Wolves’ Bjelica brings versatility, double 8’s
By Marcus R. Fuller St. Paul Pioneer Press MINNEAPOLIS -- The first thing fans will recognize about newly signed Timberwolves forward Nemanja Bjelica is his unusual jersey number: 88. Bjelica, the 2015 Euroleague Most Valuable Player who was offi...
By Marcus R. Fuller
St. Paul Pioneer Press
MINNEAPOLIS - The first thing fans will recognize about newly signed Timberwolves forward Nemanja Bjelica is his unusual jersey number: 88.
Bjelica, the 2015 Euroleague Most Valuable Player who was officially introduced by the Wolves on Wednesday afternoon, said he wanted to wear No. 8 in the NBA but that jersey was taken by second-year guard Zach LaVine.
“All my career I was wearing No. 8,” he said. “Here, No. 8 was occupied, so I choose to be Double 8.”
Once the 6-foot-10 Bjelica (pronounced bee-Ell-leets-zah) takes the court, Minnesota fans will see his versatility on full display, Wolves coach Flip Saunders said.
Bjelica can play inside but has the three-point range and ball-handling ability to play well in the pick-and-roll game.
He averaged 11.5 points while shooting 54 percent from the floor and 37 percent from three-point range for Fenerbahce Ulker in Turkey last season.
The 27-year-old Serbian was selected 35th in the 2010 draft by the Washington Wizards and traded to the Wolves. Bjelica also played three seasons in Spain.
“To his credit, what he has been able to do over these last five years in Europe, he’s developed his game,” Saunders said. “He’s put himself in a situation to not only come to the NBA, but have a huge impact within the NBA and within our organization.”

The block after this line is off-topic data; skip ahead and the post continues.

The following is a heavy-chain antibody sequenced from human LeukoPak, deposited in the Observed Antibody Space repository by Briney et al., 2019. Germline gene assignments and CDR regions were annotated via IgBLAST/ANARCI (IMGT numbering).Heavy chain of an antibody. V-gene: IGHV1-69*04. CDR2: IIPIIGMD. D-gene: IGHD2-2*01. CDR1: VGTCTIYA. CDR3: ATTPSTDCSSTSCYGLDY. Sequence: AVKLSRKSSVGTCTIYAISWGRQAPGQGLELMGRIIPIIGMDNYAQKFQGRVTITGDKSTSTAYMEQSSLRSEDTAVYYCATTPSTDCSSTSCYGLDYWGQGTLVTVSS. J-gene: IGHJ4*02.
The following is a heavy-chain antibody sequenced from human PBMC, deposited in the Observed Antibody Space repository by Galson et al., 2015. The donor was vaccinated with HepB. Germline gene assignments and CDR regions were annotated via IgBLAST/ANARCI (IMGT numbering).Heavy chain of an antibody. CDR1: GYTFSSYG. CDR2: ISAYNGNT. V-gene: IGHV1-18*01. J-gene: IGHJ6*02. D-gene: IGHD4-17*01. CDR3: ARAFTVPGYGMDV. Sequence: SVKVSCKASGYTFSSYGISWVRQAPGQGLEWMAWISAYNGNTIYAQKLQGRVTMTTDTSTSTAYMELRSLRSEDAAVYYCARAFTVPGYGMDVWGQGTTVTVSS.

The Wolves said Bjelica could have been ready to play in the NBA two years ago, but they weren’t looking to add another frontcourt player at the time.
Bjelica said he wanted to play for Minnesota after being drafted, but he feels five years ago was “like100 years for me” in how much he has matured since then.
“I’m very happy because I will come to the NBA this way,” he said. “I know it was very tough and difficult, but I didn’t suffer because I want to show to everybody I deserve to be here.”
Bjelica will leave next week to play with the Serbian national team, and he will remain there until a few days before the Wolves open training camp in early October, Saunders said.
“I know one thing: I know he’ll come in good shape,” Saunders said. “That’s one positive thing.”
ESPN basketball analyst Fran Fraschilla, who first watched Bjelica as an 18-year-old prospect, calls him a “solid rotation guy.”
“He has worked his way up the European ladder,” Fraschilla said. “He’s one of the more coveted players in Europe. Defensively will be a concern, but that’s not unusual for a player like him in the league. You have to cover for him defensively, but offensively he’s a very versatile big guy. Can play inside. Can play outside. Very team oriented. Perfect time to bring him over. He’s in the sweet spot in his career.”
The Pioneer Press is a media partner with Forum News Service.